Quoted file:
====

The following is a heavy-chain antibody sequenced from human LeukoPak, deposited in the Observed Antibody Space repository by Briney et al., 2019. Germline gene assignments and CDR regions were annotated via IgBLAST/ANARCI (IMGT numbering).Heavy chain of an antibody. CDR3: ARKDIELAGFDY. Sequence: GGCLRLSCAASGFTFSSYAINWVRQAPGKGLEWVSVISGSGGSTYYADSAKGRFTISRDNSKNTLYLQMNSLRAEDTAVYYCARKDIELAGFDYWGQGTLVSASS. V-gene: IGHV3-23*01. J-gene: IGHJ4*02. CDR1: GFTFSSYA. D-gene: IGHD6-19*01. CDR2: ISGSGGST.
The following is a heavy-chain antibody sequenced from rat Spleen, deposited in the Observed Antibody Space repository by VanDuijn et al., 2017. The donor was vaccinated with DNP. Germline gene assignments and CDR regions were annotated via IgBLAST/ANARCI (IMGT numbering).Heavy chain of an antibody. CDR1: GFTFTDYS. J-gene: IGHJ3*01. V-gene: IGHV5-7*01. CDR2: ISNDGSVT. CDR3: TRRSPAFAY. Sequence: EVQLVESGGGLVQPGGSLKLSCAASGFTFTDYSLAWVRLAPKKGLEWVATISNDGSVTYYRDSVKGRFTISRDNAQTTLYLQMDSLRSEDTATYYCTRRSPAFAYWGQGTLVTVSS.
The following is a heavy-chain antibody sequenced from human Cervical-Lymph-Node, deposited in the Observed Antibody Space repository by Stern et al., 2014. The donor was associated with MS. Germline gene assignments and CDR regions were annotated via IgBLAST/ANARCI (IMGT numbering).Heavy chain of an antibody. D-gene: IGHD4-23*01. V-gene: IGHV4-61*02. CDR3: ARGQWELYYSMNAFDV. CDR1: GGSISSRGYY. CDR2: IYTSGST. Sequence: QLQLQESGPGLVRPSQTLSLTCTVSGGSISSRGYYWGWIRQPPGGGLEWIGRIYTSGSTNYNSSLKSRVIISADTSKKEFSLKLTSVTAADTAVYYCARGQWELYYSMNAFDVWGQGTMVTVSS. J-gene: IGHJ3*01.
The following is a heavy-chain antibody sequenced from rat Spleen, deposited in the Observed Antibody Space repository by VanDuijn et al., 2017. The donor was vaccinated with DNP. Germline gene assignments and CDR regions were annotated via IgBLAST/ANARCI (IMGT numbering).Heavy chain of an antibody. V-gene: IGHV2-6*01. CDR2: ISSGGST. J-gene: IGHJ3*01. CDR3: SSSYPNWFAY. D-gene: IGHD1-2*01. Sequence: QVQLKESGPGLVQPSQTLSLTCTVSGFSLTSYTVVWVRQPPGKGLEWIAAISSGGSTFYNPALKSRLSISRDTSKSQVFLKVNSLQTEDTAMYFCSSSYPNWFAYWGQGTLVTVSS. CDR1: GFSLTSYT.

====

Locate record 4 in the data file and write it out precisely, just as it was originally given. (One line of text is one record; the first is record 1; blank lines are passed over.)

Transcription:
The following is a heavy-chain antibody sequenced from rat Spleen, deposited in the Observed Antibody Space repository by VanDuijn et al., 2017. The donor was vaccinated with DNP. Germline gene assignments and CDR regions were annotated via IgBLAST/ANARCI (IMGT numbering).Heavy chain of an antibody. V-gene: IGHV2-6*01. CDR2: ISSGGST. J-gene: IGHJ3*01. CDR3: SSSYPNWFAY. D-gene: IGHD1-2*01. Sequence: QVQLKESGPGLVQPSQTLSLTCTVSGFSLTSYTVVWVRQPPGKGLEWIAAISSGGSTFYNPALKSRLSISRDTSKSQVFLKVNSLQTEDTAMYFCSSSYPNWFAYWGQGTLVTVSS. CDR1: GFSLTSYT.